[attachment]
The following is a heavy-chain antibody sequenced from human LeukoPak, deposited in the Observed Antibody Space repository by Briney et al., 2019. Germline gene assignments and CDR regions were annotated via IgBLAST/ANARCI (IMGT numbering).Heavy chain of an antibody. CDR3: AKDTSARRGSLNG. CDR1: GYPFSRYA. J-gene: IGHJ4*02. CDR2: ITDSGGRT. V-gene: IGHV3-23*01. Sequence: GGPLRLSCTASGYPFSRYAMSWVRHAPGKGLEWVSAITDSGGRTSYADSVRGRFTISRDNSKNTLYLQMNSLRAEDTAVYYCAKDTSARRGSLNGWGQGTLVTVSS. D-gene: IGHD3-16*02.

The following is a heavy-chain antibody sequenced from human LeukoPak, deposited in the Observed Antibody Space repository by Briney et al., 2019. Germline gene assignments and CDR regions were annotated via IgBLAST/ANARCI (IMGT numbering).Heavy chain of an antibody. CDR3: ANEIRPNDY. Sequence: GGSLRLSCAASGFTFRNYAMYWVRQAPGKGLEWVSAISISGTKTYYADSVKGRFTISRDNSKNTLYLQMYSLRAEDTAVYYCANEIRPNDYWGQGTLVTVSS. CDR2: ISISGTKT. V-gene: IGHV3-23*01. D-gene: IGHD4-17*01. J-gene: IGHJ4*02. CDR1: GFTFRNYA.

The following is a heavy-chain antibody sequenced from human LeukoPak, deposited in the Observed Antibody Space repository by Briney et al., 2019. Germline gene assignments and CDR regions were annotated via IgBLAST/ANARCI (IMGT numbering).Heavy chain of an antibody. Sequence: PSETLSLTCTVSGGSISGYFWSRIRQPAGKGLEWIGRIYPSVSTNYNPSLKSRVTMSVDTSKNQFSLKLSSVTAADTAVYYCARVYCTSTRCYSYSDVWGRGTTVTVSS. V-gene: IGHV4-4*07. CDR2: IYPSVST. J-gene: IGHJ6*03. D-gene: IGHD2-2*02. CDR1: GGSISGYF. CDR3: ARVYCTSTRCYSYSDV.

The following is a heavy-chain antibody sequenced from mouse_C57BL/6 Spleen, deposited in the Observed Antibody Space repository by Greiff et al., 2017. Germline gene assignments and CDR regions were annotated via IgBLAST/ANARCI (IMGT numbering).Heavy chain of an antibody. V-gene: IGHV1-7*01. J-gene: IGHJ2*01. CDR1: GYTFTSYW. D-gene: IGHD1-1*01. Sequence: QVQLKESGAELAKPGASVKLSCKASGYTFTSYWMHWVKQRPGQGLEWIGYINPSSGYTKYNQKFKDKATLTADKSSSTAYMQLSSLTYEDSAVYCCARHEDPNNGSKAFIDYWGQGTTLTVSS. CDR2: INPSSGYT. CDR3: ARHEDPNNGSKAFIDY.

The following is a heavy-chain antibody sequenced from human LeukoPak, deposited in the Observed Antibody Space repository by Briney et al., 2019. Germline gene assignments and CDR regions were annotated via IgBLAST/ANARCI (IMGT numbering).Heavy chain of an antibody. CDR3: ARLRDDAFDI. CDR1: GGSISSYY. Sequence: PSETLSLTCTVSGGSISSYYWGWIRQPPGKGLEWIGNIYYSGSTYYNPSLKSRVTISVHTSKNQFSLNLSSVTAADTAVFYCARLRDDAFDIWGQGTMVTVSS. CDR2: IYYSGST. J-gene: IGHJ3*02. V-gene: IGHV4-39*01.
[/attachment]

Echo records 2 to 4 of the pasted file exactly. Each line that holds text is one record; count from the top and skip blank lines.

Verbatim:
The following is a heavy-chain antibody sequenced from human LeukoPak, deposited in the Observed Antibody Space repository by Briney et al., 2019. Germline gene assignments and CDR regions were annotated via IgBLAST/ANARCI (IMGT numbering).Heavy chain of an antibody. CDR3: ANEIRPNDY. Sequence: GGSLRLSCAASGFTFRNYAMYWVRQAPGKGLEWVSAISISGTKTYYADSVKGRFTISRDNSKNTLYLQMYSLRAEDTAVYYCANEIRPNDYWGQGTLVTVSS. CDR2: ISISGTKT. V-gene: IGHV3-23*01. D-gene: IGHD4-17*01. J-gene: IGHJ4*02. CDR1: GFTFRNYA.

The following is a heavy-chain antibody sequenced from human LeukoPak, deposited in the Observed Antibody Space repository by Briney et al., 2019. Germline gene assignments and CDR regions were annotated via IgBLAST/ANARCI (IMGT numbering).Heavy chain of an antibody. Sequence: PSETLSLTCTVSGGSISGYFWSRIRQPAGKGLEWIGRIYPSVSTNYNPSLKSRVTMSVDTSKNQFSLKLSSVTAADTAVYYCARVYCTSTRCYSYSDVWGRGTTVTVSS. V-gene: IGHV4-4*07. CDR2: IYPSVST. J-gene: IGHJ6*03. D-gene: IGHD2-2*02. CDR1: GGSISGYF. CDR3: ARVYCTSTRCYSYSDV.

The following is a heavy-chain antibody sequenced from mouse_C57BL/6 Spleen, deposited in the Observed Antibody Space repository by Greiff et al., 2017. Germline gene assignments and CDR regions were annotated via IgBLAST/ANARCI (IMGT numbering).Heavy chain of an antibody. V-gene: IGHV1-7*01. J-gene: IGHJ2*01. CDR1: GYTFTSYW. D-gene: IGHD1-1*01. Sequence: QVQLKESGAELAKPGASVKLSCKASGYTFTSYWMHWVKQRPGQGLEWIGYINPSSGYTKYNQKFKDKATLTADKSSSTAYMQLSSLTYEDSAVYCCARHEDPNNGSKAFIDYWGQGTTLTVSS. CDR2: INPSSGYT. CDR3: ARHEDPNNGSKAFIDY.